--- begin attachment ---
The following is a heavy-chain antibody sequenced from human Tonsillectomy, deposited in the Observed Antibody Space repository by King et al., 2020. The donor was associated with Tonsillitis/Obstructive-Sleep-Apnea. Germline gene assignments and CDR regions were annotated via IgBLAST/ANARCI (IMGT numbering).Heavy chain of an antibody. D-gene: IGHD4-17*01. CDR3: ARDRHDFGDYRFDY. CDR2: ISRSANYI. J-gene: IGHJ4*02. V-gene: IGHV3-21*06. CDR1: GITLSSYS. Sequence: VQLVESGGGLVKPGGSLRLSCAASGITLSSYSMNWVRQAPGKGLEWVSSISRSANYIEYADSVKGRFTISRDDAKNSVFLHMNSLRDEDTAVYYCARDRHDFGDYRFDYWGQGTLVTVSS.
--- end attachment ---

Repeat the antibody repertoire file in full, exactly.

The following is a heavy-chain antibody sequenced from human Tonsillectomy, deposited in the Observed Antibody Space repository by King et al., 2020. The donor was associated with Tonsillitis/Obstructive-Sleep-Apnea. Germline gene assignments and CDR regions were annotated via IgBLAST/ANARCI (IMGT numbering).Heavy chain of an antibody. D-gene: IGHD4-17*01. CDR3: ARDRHDFGDYRFDY. CDR2: ISRSANYI. J-gene: IGHJ4*02. V-gene: IGHV3-21*06. CDR1: GITLSSYS. Sequence: VQLVESGGGLVKPGGSLRLSCAASGITLSSYSMNWVRQAPGKGLEWVSSISRSANYIEYADSVKGRFTISRDDAKNSVFLHMNSLRDEDTAVYYCARDRHDFGDYRFDYWGQGTLVTVSS.